Speech delivered on 28th February 2014 – Concordia University, Montreal, Canada.
This speech was delivered by both Heidi Lindvall and Guy Gunaratne at the event: The Legacy Of Malcolm X after a screening of CODOC’s feature documentary ‘Forgive Me Mother’ about child soldiers in Northern Uganda.
We’d like to thank you all, the TMA, JHR and Concordia University for the opportunity to screen Forgive Me Mother here today.
We’ve always felt that the privilege in telling stories like this truly lies in having an audience take part in the conversations that follow them. We look forward to those conversations but first we’d like to reflect on the deep impression making this film had on us.
It is such an honour to be able to tease apart the emotions we had while making Forgive Me Mother and speak about the themes of forgiveness and reconciliation tonight.
There are stories, out there in the world, which are so intimate, so powerful that they end up changing the storytellers themselves. These stories are dark, usually, bound in difficult circumstance, they demand of those behind the camera to confront uncomfortable truths about themselves and certain paradigms that previously, these filmmakers held to be absolute.
In fact for Heidi and I it was only while making this documentary we came to realise that these are the stories, the ones that leave a mark, that are the stories worth struggling with and worth telling.
We travelled to Northern Uganda in 2010, at the time Heidi was completing a Masters degree in Human Rights at City University in London.
As anyone who has gone through a similar path would attest, during a Human Rights degree you are surrounded by bright young people who have the noblest of intentions. Well back then, we were those young people. We travelled to Northern Uganda with what we believed to be the forthright idea of raising the ‘voices of the voiceless.’ We believed that through documentary and journalism we would be able to capture the thoughts and feelings ofUgandans on the ground, to get a snapshot of a country that had been ravaged by war.
To tell a story like this involves a great deal of research and preparation. Northern Uganda is an immersive subject and we spent months researching and analysing the current state of the situation.
Now, we like to make films about big, broad subjects. And from the very outset, we wanted to make this film to be about one big theme: international justice. Mostly because this was the story we were familiar with in relation toUganda: Joseph Kony the leader of the Lords Resistance Army, or the LRA was abducting children and forcing them to become child soldiers. Over 30,000 children were believed to have been abducted and Joseph Kony and five of his top commanders had been indicted by the international criminal court, the ICC, for war crimes and crimes against humanity.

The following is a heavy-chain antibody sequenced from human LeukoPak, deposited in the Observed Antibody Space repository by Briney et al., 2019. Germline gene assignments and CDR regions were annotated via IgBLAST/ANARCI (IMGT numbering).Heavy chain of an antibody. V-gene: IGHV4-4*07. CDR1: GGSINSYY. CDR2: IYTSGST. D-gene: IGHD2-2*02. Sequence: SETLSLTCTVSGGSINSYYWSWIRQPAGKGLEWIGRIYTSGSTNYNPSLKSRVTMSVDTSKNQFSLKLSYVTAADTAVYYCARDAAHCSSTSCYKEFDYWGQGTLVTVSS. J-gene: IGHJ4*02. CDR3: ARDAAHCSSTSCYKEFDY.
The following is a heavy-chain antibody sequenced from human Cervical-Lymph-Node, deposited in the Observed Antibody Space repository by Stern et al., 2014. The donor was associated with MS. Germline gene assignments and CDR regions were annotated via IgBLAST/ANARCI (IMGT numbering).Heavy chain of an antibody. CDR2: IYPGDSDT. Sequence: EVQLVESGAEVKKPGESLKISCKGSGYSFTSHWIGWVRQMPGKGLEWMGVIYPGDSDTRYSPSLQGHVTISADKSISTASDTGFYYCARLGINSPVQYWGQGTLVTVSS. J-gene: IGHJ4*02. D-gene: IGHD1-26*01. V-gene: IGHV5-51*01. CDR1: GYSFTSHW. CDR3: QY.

And everyone, we thought wanted him to be caught and brought to justice. Experience however, has a habit of shattering expectations.
There was one expectation, or assumption that we had, that lots of people fall into believing. It is that our act, of travelling out to these places, to document and capture stories was in itself, inherently a worthy pursuit. And that raising the voices of the voiceless was a noble aim. And it is. But as it turned out we had forgotten one thing: Them. The voices on the ground were not voiceless after all. These people were vibrant and strong with brightly independent minds. They had opinions about us and our cameras, opinions about how they were being perceived. They were critical about the ICC, a foreign institution in their own country, and eager to push the value of their own local ideas of tolerance and homegrown justice systems.
To this day – it reminded me of the strength of those like Malcolm X whose focus on promoting the self-worth of black communities in America. Inner strength. He would ask his fellowship to not blindly, passively fall into the role that the established order had made for them. To assert their own opinion, that they were as esteemed, as valid as their opposition. So as it was with these Ugandans; Lily Adong, Patricia, Oscar, Norbert Mao. These people were not going to offer us tears and a sob story. No-one was going to tell these people what they’re story was going to be. They would tell it themselves.
The assumptions we had about what these so-called ‘voiceless’ Northern Ugandans wanted were being quashed. Every angle we had thought of, every character stereotype, every trope was dismantled the more and more we listened.
Soon, things began to get uncomfortable. Even the very notion of justice, as you have seen in the documentary, can have many interpretations. In some cases, courts were seen as a foreign imposition. The challenge for them was predicated on who it was that was calling for justice and why? Because, in fact, there was plenty on the ground that were not calling for anything of the kind – in fact they were pushing for things like forgiveness, and an amnesty as an alternative. This was forgiveness even for the likes of Joseph Kony.
These opinions shook us. Kicked us about a bit. These views didn’t quite fit in to the neat, narrative we arrived with. Instead we were confronted by many different narratives. Stories that had been around for years and in Uganda were as established as notions of court justice.
You see the problem wasn’t that they were voiceless it was because we were not listening. This in the end was why the answers to our questions were never neat and always complex. Uganda had more nuance, more rich layers of storytelling, more life than we had expected.
This is in fact one of the foremost challenges in journalism and documentaries about subject matter like this. How do we set aside our own assumptions and try to focus on the truth as it was on the ground. Our own cultural biases will always colour our judgments in some way.